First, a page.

Review by Graham Keevill
The Historic Towns Trust was established in 1965 as part of the International Commission for European Towns to publish analytical maps of our historic urban centres. The early publications in the 1960s-1970s were multi-town volumes covering the likes of Banbury, Bristol, Salisbury, and Coventry. In recent years, the Trust has turned to single-town (or -city) studies of York, Winchester, and now Oxford. It is no surprise that the editor and other co-authors of this remarkable undertaking are experts in the geology, archaeology, buildings, and history of Oxford (city and county). They follow in substantial footsteps, building on past scholarship such as H E Salter’s 1934 map of medieval Oxford – in effect a gazetteer of the medieval city based on extensive analysis of its original documentation. The current study is a magisterial survey and analysis of archaeological evidence from past observations and more modern excavations (Oxford was at the forefront of the Rescue movement), and historical sources including maps and illustrations.
The results are presented in a large-format book and a sequence of maps that are of generous proportion. Dealing with the latter first, the maps occupy 22 of the 27 detached A3 sheets, which all fold out to A2 format. The first six sheets (Map 1) reproduce the already-published Historical Map of Oxford (2021) – having this in a more-manageable format is helpful. The next nine sheets present the development of the city from its later Saxon beginnings through to c.1800 (Maps 2-10). The broad, schematic nature of the initial maps is perhaps inevitable given the relative wealth of the high medieval and later source material, and it is here that the graphical presentation of the city’s rich history really comes into its own. A comparison of the maps for 1279, c.1400, c.1500, and c.1578, for example, illustrates the growing influence of the University, while also demonstrating that the city’s abbeys and friaries were still a very strong presence. Their effective disappearance from the post-Dissolution map is genuinely dramatic.
The next map (11), a helpful illustration of Oxford’s medieval and later 19th-century parishes, is the last single-sided one. The following six sheets are double-sided, but such is the quality of the paper and printing that there is virtually no ‘bleed-through’. These sheets start with several thematic maps, which are followed by Salter’s ‘gazetteer’ and fine reproductions of Oxford’s well-known old maps from Agas (1578) and Hollar (1643) through to 20th-century OS editions. Many of these are available online now, but having good-sized print versions in one place is a real boon for researchers. The final five sheets present an excellent visual compendium of Oxford’s history and buildings, using archival images alongside a few modern photographs.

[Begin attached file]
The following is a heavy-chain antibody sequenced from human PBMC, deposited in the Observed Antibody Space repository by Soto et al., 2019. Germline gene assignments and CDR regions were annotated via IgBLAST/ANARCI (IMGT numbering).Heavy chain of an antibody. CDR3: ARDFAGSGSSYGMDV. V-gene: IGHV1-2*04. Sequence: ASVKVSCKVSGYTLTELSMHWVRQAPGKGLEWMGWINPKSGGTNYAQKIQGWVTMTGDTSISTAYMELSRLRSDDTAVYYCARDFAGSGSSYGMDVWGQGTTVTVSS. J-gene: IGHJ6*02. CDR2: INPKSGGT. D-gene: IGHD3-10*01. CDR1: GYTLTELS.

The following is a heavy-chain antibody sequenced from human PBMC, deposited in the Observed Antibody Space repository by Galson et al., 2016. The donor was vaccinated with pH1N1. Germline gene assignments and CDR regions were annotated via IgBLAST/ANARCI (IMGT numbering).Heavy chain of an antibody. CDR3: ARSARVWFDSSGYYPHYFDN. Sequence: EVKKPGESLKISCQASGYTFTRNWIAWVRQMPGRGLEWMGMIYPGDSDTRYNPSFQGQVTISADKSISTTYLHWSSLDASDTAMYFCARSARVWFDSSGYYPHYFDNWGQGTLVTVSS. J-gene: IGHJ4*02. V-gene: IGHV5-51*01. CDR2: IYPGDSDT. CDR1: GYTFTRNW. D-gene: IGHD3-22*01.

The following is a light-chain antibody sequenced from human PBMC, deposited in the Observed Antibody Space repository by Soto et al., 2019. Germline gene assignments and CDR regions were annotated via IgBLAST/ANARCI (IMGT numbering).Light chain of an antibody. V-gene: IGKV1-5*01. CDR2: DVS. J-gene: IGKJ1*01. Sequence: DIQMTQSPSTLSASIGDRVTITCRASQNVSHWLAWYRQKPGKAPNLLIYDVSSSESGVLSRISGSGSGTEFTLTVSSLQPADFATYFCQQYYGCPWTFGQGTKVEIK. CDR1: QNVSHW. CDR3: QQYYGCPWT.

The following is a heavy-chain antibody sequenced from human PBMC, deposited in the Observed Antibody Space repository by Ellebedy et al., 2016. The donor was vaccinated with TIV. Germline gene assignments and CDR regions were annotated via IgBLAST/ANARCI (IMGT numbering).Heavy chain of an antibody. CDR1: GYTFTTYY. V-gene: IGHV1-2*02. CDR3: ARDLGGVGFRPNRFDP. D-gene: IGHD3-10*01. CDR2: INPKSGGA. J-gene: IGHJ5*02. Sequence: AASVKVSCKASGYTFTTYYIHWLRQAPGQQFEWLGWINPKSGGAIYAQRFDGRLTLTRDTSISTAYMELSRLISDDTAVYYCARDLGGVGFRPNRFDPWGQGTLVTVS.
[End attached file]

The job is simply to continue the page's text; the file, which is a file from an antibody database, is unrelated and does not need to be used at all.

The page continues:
The text volume starts with some introductory notes, followed by short sections on the geology, physical setting, and earlier development of Oxford. These are excellent introductions to their subject, but the following chapters on the Anglo-Saxon, medieval, and later city inevitably form the bulk of the work. As expected, the authors have provided an authoritative and detailed account, some of which may challenge readers (especially on the Saxon burh) but never does less than provide a stimulating scholarly exposition of the wealth of available evidence.
Some might wonder whether the large-scale print format is appropriate in this day and age of scarce physical resources. Some, perhaps all, of the text and illustrations could be presented very well digitally online. Certainly the ability to overlay maps one on another, with varying degrees of transparency, is a remarkably powerful tool in its own right. It is also true to say that the large scale of the Atlas’ presentation means that its use requires a considerable area of clear physical space. I do not mind that at all: this is not a casual read. It is a serious work of top-quality scholarship for which we are all in debt to the Historic Towns Trust, their editor, and authors. I for one will find the Atlas to be of immense value for my own research, and congratulate all concerned on the production of this magnificent work.
British Historic Towns Atlas – Volume VII: Oxford
Alan Crossley (ed.)
The Historic Towns Trust in association with Oxford Archaeology, £70.00